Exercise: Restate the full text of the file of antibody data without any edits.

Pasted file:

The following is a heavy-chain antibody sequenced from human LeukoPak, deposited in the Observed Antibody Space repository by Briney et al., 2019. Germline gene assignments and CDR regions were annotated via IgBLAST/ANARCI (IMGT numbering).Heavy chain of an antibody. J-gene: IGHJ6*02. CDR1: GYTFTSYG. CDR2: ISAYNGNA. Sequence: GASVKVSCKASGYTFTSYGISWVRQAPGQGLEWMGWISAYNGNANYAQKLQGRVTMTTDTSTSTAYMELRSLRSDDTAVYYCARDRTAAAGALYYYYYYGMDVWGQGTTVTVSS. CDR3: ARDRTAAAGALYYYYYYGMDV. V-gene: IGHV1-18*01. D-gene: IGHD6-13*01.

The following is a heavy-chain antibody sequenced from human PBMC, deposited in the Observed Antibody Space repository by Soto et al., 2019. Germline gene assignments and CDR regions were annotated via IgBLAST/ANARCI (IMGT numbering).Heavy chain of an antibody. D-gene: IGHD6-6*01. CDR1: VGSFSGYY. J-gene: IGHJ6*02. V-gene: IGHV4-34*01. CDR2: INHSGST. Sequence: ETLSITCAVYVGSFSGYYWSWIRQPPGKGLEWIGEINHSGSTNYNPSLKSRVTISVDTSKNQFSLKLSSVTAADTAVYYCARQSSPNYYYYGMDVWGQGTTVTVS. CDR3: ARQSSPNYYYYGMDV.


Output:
The following is a heavy-chain antibody sequenced from human LeukoPak, deposited in the Observed Antibody Space repository by Briney et al., 2019. Germline gene assignments and CDR regions were annotated via IgBLAST/ANARCI (IMGT numbering).Heavy chain of an antibody. J-gene: IGHJ6*02. CDR1: GYTFTSYG. CDR2: ISAYNGNA. Sequence: GASVKVSCKASGYTFTSYGISWVRQAPGQGLEWMGWISAYNGNANYAQKLQGRVTMTTDTSTSTAYMELRSLRSDDTAVYYCARDRTAAAGALYYYYYYGMDVWGQGTTVTVSS. CDR3: ARDRTAAAGALYYYYYYGMDV. V-gene: IGHV1-18*01. D-gene: IGHD6-13*01.

The following is a heavy-chain antibody sequenced from human PBMC, deposited in the Observed Antibody Space repository by Soto et al., 2019. Germline gene assignments and CDR regions were annotated via IgBLAST/ANARCI (IMGT numbering).Heavy chain of an antibody. D-gene: IGHD6-6*01. CDR1: VGSFSGYY. J-gene: IGHJ6*02. V-gene: IGHV4-34*01. CDR2: INHSGST. Sequence: ETLSITCAVYVGSFSGYYWSWIRQPPGKGLEWIGEINHSGSTNYNPSLKSRVTISVDTSKNQFSLKLSSVTAADTAVYYCARQSSPNYYYYGMDVWGQGTTVTVS. CDR3: ARQSSPNYYYYGMDV.